One of my favorite days of the year was the day Gregor Mendel came to Class as a guest lecturer. He did much of his work on sweet pea plants, but the basic principles apply to most plants and animals. Usually, he worked in solitude in a monastery with no one understanding what he was doing.
Interestingly, he decided not to publish his results and after he died his exhaustive notes and journals were stored in the attic of the monastery. 50 years later, a newly appointed Abbot directed a major spring-cleaning operation. A bon fire was built to incinerate the unwanted clutter.
Thankfully, just before Mendel’s work was about to be tossed on the fire, the Abbot decided to look into the folders. He didn’t understand what Mendel had done, but packed up all the files and sent them to the local university. The biology professors were shocked and elated with his discoveries, which later earned him the title of: “Father of genetics.”
In a funny coincidence, the term “selective breeding” (shown on the chalk board) relates to the placard on the bookshelf.
Getting anything done around here is like mating elephants. There is a lot of pushing and shoving and loud trumpeting and 18 months later the results are revealed.
The reality of the elephants became a metaphor for each year of Biodesign sans reproduction. LOL As we explored the interrelatedness of Nature and human spirituality, there was often a lot of mental pushing and shoving and loud trumpeting. All metaphors break down and typically, the results were not magically evident at nine months, but would take a lifetime to be revealed.
One of my favorite learning activities of each Biodesign Class was to consider the socio-cultural importance of the plants, animals and people associated with secular and religious holidays, including Valentine’s Day.
Valentino of Terni was a 3rd century Catholic Bishop who was beheaded by Roman soldiers under the order of Claudius II. His “crimes” included secretly marrying couples in Christian nuptial ceremonies, which were contrary to pagan Roman law. Also, he boldly and publicly cited the apostle Paul by claiming that love was God’s greatest gift to humankind. When given the choice of renouncing his faith or face execution, he opted for death. He died at the age of 42.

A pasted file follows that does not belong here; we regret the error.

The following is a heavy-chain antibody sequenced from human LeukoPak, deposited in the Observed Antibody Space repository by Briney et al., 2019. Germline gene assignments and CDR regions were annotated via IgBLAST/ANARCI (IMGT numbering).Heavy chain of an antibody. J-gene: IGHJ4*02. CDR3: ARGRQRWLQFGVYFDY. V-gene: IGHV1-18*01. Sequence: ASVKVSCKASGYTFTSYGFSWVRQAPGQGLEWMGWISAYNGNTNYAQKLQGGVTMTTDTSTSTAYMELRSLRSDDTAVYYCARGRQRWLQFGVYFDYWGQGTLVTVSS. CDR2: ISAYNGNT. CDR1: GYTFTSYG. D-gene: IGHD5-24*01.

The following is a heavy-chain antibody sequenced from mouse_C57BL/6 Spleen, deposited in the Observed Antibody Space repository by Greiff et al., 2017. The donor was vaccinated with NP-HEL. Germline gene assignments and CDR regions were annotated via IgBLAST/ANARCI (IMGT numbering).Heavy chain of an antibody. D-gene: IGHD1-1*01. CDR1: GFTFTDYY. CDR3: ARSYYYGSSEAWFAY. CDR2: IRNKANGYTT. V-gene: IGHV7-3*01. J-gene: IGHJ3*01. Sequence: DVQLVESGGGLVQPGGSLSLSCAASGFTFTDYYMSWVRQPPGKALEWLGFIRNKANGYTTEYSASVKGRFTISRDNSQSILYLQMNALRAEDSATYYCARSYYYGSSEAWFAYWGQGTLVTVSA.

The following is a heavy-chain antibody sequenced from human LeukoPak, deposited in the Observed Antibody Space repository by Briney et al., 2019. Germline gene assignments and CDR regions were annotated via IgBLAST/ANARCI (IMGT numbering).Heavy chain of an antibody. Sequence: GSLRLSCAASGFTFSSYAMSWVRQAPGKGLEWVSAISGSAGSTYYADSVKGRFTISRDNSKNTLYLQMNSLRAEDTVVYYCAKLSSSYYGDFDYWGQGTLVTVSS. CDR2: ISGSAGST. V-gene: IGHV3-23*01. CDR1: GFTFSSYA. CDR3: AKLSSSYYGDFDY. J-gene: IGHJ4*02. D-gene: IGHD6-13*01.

Although Valentine lived before microscopes were invented, they would eventually play an instrumental role in unlocking some of the biological secrets that lead to the sacred act of procreation.
In 1590, Zacharias Janssen invented the first microscope. In 1677, Antonie van Leeuwenhoek, was the first to describe, “wee cavorting beasties,” which included human spermatozoa.
Discoveries in this area led to the discovery of perhaps one of the greatest human mysteries; the union of a single sperm and ovum to produce the human zygote.
According to Lewis Thomas, M.D./ author of The Medusa and the Snail; “The mere existence of that cell should be one of the greatest astonishments of earth. People ought to be walking around all day, all through their waking hours, talking of nothing but that cell.”
Each sperm contains about 3 billion bases of genetic information, representing 750 Mbytes of digital information. The average human ejaculate contains around 180 million sperm cells. So, that’s 180 x 10^6 haploid cells x 750 Mbytes/haploid cell = 135 x10^9 Mbytes=135000 Terabytes!!!! Without this process happening, the human race would die out in one generation.
Contemplating this reminded me of Roger Sperry, M.D./neurobiologist and Nobel laureate, author of, “Science and Moral Priority,” and “Yoking Science and Religion.” We were connected by a huge synchronicity, which occurred in August 1983. Omni Magazine published an issue that included Sperry’s discoveries of the human right-brain/ left-brain phenomena and a related article, “The Superiority of the Female Brain.”
The article focused on the cerebral hemispheres and corpus collosum, which essentially is a wall between the two sides of the brain. Stated briefly, female brains have verbal centers in both hemispheres with more connections between words, memories, and feelings. Male brains tend to only have verbal centers in the left hemisphere with fewer connections between words, memories, and feelings. This has led to the facetious reference to males as having “reptilian” brains. LOL
During the early years of the Biodesign Class, it dawned on me that the girls had an inside track on spirituality. This was confirmed many times in class, but especially following each epic field trip. When the students presented their post-trip reflections, the girls were often better at describing transcending moments involving mystery, wonder and awe. On those occasions a typical male response was; “That’s exactly how I felt, but I couldn’t find the words to express myself adequately.” They had sincerely identified and described the limitations of their own brains.
PBS aired a program focused on love and the human brain. The speaker was a psychiatrist/marriage counselor, with a record of successfully helping many dysfunctional couples avoid the devastating trip to a divorce court. He asserted that many of the problems that they encounter (including matters of intimacy) are due to their failure to understand the differences between female and male brains. He proceeded to offer some techniques that could be used to improve looking, listening and feeling that would hopefully improve communication skills and not only save, but enrich their marriage.